Moreover, the High Court simply determined the terms of the licence that the Claimant was required to offer to the Defendants pursuant to its FRAND undertaking towards ETSI. [155] Such an undertaking has international effect. [156] It applies to all SEPs of the patent holder irrespective of the territory in which they subsist. [157] This is necessary for two reasons: first, to protect implementers whose equipment may be sold and used in a number of different jurisdictions. [157] Second, to enable SEP holders to prevent implementers from “free-riding” on their innovations and secure an appropriate reward for carrying out their research and development activities and for engaging with the standardisation process. [158]

Accordingly, the High Court had not erred in finding that a worldwide licence was FRAND. On the contrary, there may be circumstances in which only a worldwide licence or at least a multi-territorial licence would be FRAND. [159] German Courts (in Pioneer Acer [160] and St. Lawrence v Vodafone [161] ) as well as the European Commission in its Communication dated 29 November 2017 [162] had also adopted a similar approach. [163]

Having said that, the Court of Appeal recognized that it may be “wholly impractical” for a SEP holder to seek to negotiate a licence for its patents on a country-by-country basis, just as it may be “prohibitively expensive” to seek to enforce its SEPs by litigating in each country in which they subsist. [158] In addition, if in the FRAND context the implementer could only be required to take country-by-country licences, there would be no prospect of any effective injunctive relief being granted to the SEP holder against it: the implementer could avoid an injunction, if it agreed to pay the royalties in respect of its activities in any particular country, once those activities had been found to infringe. [164] In this way, the implementer would have an incentive to hold out country-by-country, until it was compelled to pay. [164]

In its discussion of this topic, the Court of Appeal disagreed with the view taken by the High Court that in every given set of circumstances only one true set of FRAND terms exists. Nevertheless, the court did not consider that the opposite assumption of the High Court had a material effect to the its decision. [165]

In the eyes of the Court of Appeal, it is “unreal” to suggest that two parties, acting fairly and reasonably, will necessarily arrive at precisely the same set of licence terms as two other parties, also acting fairly and reasonably and faced with the same set of circumstances. [166] The reality is that a number of sets of terms may all be fair and reasonable in a given set of circumstances. [166] Whether there is only one true set of FRAND terms or not, is, therefore, more of a “theoretical problem” than a real one. [167] If the parties cannot reach an agreement, then the court (or arbitral tribunal) which will have to determine the licensing terms will normally declare one set of terms as FRAND. The SEP holder would then have to offer that specific set of terms to the implementer. On the other hand, in case that the court finds that two different sets of terms are FRAND, then the SEP holder will satisfy its FRAND undertaking towards ETSI, if it offers either one of them to the implementer. [167]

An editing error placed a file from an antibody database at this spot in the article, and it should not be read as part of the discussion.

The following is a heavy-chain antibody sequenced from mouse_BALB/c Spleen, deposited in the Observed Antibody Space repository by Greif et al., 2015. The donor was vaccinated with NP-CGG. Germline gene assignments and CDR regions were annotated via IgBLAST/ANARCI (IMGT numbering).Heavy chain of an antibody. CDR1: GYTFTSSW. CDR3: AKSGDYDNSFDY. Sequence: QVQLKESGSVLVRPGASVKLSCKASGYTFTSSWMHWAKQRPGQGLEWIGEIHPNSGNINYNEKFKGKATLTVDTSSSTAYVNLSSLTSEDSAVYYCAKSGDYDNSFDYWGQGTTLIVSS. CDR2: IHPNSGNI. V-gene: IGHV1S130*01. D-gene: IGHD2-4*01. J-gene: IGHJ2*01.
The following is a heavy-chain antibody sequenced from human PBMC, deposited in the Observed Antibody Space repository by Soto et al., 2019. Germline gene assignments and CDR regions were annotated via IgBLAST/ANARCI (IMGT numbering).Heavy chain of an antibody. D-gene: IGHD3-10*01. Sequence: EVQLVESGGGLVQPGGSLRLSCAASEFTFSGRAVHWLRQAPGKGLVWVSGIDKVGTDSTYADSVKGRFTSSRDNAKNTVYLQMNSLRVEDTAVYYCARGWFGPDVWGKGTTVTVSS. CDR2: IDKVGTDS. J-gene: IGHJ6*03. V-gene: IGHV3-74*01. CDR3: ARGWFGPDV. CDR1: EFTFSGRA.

Furthermore, the Court of Appeal dismissed Defendants’ claim that imposing a worldwide licence is contrary to public policy and disproportionate. [168] In particular, the Defendants argued that this approach encourages over-declaration of patents [169] and is not compatible with the spirit of the Directive 2004/48/EC on the enforcement of intellectual property rights, [170] which requires relief for patent infringement to be proportionate. [171]

Although the Court of Appeal recognised the existence of the practice of over-declaration and acknowledged that it is a problem, it held that this phenomenon cannot justify “condemning” SEP holders with large portfolios to “impossibly expensive” litigation in every territory in respect of which they seek to recover royalties. [172] The court also found that there was nothing disproportionate about the approach taken by the High Court, since the Defendants had the option to avoid an injunction by taking a licence on the terms which the court had determined. [173]


2. Non-discrimination

The Court of Appeal rejected the Defendants’ argument [174] that the non-discrimination component of Claimant’s FRAND undertaking towards ETSI obliges the Claimant to offer to the Defendants the same rates as those contained in the licence granted to Samsung. [175]

The Court of Appeal made clear that the obligation of the SEP holder not to discriminate is, in principle, engaged in the present case, since the Claimant’s transaction with the Defendants is equivalent to the licence it granted to Samsung. [176] In the court’s eyes, when deciding whether two transactions are equivalent one needs to focus first on the transactions themselves. Insofar, differences in the circumstances in which the transactions were entered into, particularly economic circumstances, such as the parties’ financial position [177] or market conditions (e.g. cost of raw materials), cannot make two otherwise identical transactions non-equivalent (releasing, therefore, the patent holder from the obligation not to discriminate). Changes in such circumstances could only amount to an objective justification for a difference in treatment. [178]